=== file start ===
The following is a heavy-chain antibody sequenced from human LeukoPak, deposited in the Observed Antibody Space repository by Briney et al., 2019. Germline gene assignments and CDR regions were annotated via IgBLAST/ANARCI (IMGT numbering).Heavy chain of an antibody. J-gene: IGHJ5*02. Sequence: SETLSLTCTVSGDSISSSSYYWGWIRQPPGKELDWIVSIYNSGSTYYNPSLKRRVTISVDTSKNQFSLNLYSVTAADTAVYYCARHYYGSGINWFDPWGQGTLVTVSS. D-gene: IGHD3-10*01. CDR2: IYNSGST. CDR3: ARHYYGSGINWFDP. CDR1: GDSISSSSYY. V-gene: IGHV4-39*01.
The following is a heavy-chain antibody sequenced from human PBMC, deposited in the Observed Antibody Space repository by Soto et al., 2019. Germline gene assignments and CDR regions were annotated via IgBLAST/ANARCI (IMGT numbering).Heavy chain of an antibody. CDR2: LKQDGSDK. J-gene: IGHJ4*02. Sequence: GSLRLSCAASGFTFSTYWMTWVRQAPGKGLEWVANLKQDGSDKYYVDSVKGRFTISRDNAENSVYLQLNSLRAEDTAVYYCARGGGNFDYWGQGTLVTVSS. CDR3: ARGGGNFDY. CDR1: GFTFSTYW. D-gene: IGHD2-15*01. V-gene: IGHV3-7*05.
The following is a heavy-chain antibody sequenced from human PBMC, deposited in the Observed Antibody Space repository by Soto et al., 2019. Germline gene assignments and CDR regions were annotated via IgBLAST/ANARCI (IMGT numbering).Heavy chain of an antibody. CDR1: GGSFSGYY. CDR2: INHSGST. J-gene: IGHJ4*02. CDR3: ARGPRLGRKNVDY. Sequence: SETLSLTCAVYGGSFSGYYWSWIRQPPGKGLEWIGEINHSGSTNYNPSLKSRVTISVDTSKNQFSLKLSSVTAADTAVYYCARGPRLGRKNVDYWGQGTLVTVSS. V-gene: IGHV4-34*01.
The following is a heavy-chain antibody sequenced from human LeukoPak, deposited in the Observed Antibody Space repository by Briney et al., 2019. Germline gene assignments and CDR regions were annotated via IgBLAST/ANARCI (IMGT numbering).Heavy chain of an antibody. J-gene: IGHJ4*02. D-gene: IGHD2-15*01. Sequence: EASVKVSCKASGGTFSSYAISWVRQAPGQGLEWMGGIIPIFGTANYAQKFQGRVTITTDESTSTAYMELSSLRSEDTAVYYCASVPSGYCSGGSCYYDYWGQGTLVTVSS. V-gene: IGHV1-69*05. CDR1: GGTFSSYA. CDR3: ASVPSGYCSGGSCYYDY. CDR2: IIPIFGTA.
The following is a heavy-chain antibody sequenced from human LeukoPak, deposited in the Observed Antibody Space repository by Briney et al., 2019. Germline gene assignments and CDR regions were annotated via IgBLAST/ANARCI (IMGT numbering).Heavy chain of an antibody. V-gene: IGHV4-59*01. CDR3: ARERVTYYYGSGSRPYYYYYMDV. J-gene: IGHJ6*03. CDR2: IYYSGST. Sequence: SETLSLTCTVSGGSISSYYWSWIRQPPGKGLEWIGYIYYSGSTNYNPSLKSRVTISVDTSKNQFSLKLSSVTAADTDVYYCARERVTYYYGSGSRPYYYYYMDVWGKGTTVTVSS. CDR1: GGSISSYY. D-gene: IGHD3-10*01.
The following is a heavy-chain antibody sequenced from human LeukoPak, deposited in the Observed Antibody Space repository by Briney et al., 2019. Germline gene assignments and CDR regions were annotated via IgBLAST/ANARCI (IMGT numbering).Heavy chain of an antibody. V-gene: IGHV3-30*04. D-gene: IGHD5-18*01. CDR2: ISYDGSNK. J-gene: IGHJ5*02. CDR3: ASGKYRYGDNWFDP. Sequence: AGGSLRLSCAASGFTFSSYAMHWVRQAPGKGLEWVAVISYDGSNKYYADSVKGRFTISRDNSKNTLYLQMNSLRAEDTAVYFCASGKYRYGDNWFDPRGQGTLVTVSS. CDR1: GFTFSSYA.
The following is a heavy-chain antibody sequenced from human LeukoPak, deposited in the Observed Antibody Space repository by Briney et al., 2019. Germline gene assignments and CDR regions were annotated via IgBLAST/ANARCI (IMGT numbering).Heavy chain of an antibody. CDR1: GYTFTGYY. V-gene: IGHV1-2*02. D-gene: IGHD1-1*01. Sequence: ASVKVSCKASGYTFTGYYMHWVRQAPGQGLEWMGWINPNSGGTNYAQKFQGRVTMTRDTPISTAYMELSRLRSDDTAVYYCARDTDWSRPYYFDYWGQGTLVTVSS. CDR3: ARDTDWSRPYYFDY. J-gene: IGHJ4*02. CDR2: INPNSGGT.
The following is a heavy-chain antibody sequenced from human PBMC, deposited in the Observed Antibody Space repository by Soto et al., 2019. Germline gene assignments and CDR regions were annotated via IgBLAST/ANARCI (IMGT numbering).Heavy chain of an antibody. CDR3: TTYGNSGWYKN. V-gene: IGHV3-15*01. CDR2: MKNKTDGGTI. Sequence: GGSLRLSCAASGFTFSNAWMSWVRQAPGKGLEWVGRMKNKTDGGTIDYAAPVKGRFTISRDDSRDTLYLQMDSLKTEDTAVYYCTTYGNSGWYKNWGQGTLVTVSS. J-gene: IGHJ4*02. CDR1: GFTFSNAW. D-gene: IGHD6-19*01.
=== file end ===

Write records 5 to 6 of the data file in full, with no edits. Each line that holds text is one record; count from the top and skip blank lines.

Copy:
The following is a heavy-chain antibody sequenced from human LeukoPak, deposited in the Observed Antibody Space repository by Briney et al., 2019. Germline gene assignments and CDR regions were annotated via IgBLAST/ANARCI (IMGT numbering).Heavy chain of an antibody. V-gene: IGHV4-59*01. CDR3: ARERVTYYYGSGSRPYYYYYMDV. J-gene: IGHJ6*03. CDR2: IYYSGST. Sequence: SETLSLTCTVSGGSISSYYWSWIRQPPGKGLEWIGYIYYSGSTNYNPSLKSRVTISVDTSKNQFSLKLSSVTAADTDVYYCARERVTYYYGSGSRPYYYYYMDVWGKGTTVTVSS. CDR1: GGSISSYY. D-gene: IGHD3-10*01.
The following is a heavy-chain antibody sequenced from human LeukoPak, deposited in the Observed Antibody Space repository by Briney et al., 2019. Germline gene assignments and CDR regions were annotated via IgBLAST/ANARCI (IMGT numbering).Heavy chain of an antibody. V-gene: IGHV3-30*04. D-gene: IGHD5-18*01. CDR2: ISYDGSNK. J-gene: IGHJ5*02. CDR3: ASGKYRYGDNWFDP. Sequence: AGGSLRLSCAASGFTFSSYAMHWVRQAPGKGLEWVAVISYDGSNKYYADSVKGRFTISRDNSKNTLYLQMNSLRAEDTAVYFCASGKYRYGDNWFDPRGQGTLVTVSS. CDR1: GFTFSSYA.